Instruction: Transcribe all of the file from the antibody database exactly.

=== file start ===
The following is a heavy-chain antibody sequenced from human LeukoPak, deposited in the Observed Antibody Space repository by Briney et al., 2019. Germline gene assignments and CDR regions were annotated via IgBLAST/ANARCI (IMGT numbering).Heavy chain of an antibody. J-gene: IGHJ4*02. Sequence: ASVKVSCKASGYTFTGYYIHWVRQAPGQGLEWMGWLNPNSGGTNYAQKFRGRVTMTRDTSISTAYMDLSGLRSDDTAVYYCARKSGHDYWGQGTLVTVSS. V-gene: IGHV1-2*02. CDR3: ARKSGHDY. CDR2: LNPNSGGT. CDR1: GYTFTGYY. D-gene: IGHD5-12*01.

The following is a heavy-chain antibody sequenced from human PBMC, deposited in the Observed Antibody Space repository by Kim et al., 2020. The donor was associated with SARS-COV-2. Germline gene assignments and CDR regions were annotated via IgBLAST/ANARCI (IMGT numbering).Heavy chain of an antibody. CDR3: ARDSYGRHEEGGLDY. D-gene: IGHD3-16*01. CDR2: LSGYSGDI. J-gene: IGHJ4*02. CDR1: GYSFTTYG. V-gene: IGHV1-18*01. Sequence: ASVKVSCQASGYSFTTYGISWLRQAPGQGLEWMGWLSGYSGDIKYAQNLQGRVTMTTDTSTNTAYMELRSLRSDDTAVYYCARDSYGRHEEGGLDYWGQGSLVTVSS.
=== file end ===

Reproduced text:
The following is a heavy-chain antibody sequenced from human LeukoPak, deposited in the Observed Antibody Space repository by Briney et al., 2019. Germline gene assignments and CDR regions were annotated via IgBLAST/ANARCI (IMGT numbering).Heavy chain of an antibody. J-gene: IGHJ4*02. Sequence: ASVKVSCKASGYTFTGYYIHWVRQAPGQGLEWMGWLNPNSGGTNYAQKFRGRVTMTRDTSISTAYMDLSGLRSDDTAVYYCARKSGHDYWGQGTLVTVSS. V-gene: IGHV1-2*02. CDR3: ARKSGHDY. CDR2: LNPNSGGT. CDR1: GYTFTGYY. D-gene: IGHD5-12*01.

The following is a heavy-chain antibody sequenced from human PBMC, deposited in the Observed Antibody Space repository by Kim et al., 2020. The donor was associated with SARS-COV-2. Germline gene assignments and CDR regions were annotated via IgBLAST/ANARCI (IMGT numbering).Heavy chain of an antibody. CDR3: ARDSYGRHEEGGLDY. D-gene: IGHD3-16*01. CDR2: LSGYSGDI. J-gene: IGHJ4*02. CDR1: GYSFTTYG. V-gene: IGHV1-18*01. Sequence: ASVKVSCQASGYSFTTYGISWLRQAPGQGLEWMGWLSGYSGDIKYAQNLQGRVTMTTDTSTNTAYMELRSLRSDDTAVYYCARDSYGRHEEGGLDYWGQGSLVTVSS.